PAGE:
Drugs, Booze and Anxiety Raise Death Rates Among White Middle-Aged US Citizens
A heady mix of booze, drug addiction and financial anxiety is dragging white, middle-aged people in the US to an early grave.
An analysis of disease and death rates has found that death rates for white, non-Hispanic US citizens aged 45 to 54 rose by about 0.5 per cent per year between 1999 and 2013. People of the same ages in all other rich countries, as well as black and Hispanic US citizens, saw a 2 per cent fall in death rates per year over the same period.
“I don’t think there’s any single explanation,” says Angus Deaton of Princeton University, who co-authored the analysis with his colleague Anne Case. He says it seems to be a culmination of many slow-acting factors, such as pension worries, alcoholism, lower wages and the availability of addictive painkillers.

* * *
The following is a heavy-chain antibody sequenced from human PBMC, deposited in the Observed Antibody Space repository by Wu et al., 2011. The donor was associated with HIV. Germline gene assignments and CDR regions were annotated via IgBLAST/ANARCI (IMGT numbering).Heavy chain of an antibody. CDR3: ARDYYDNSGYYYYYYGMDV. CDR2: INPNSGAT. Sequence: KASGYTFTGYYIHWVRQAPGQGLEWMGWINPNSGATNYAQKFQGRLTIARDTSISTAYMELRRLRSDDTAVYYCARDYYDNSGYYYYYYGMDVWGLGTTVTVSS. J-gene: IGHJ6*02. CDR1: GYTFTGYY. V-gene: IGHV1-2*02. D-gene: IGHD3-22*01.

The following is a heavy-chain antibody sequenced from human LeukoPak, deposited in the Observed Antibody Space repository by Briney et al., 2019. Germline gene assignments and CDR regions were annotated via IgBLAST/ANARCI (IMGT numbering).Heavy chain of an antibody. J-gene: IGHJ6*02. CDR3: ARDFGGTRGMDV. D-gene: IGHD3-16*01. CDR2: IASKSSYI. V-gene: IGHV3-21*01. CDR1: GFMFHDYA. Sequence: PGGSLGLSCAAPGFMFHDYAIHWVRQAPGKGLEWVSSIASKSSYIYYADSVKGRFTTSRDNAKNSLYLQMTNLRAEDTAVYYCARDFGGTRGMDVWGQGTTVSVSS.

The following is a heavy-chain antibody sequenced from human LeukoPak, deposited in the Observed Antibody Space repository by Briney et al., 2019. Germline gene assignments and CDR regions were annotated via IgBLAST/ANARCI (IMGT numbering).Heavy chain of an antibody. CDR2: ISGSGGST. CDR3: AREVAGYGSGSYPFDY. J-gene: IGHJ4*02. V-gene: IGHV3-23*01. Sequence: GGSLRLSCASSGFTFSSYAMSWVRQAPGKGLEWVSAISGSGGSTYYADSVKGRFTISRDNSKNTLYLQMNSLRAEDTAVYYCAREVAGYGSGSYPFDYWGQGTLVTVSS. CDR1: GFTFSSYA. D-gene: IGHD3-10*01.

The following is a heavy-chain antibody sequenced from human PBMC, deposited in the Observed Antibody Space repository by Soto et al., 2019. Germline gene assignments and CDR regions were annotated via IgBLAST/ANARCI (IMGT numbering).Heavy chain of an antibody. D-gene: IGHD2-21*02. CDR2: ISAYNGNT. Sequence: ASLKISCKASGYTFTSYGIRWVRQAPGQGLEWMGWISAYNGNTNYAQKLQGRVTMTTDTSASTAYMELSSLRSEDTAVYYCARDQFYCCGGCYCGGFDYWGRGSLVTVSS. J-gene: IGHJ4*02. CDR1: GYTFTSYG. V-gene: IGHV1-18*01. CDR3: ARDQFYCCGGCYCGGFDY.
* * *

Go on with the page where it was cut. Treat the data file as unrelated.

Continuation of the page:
Deaton, who was awarded the Nobel prize for economics last month, says that in the 1990s there was an increase in the availability of addictive painkillers and wider access to black-market heroin that coincided with the uptick in mid-life deaths among white people.
“One thing people have talked about a lot is the much wider availability of opioids, especially one called OxyContin,” says Deaton. “It’s very effective at relieving pain, but has an important addictive component.”
He adds that “at the same time, there’s been a large influx of pure heroin from Mexico, and that has been focused in rural areas of the US and mainly among whites”. Generally speaking, says Deaton, both painkillers and heroin have been more available to whites than blacks and Hispanics, which may partly explain why the other groups have avoided the reversal in death rates that is so striking among white US people.
Read the rest at New Scientist
Related: Rehab Guides for Addiction & Mental Health: What You Need to Know About Finding Treatment (American Addiction Centers)
Related: Heroin, Prescription Pain Pills Top Drug Threat in the US (WiscNews)
Photo: Matt Champlin/Getty
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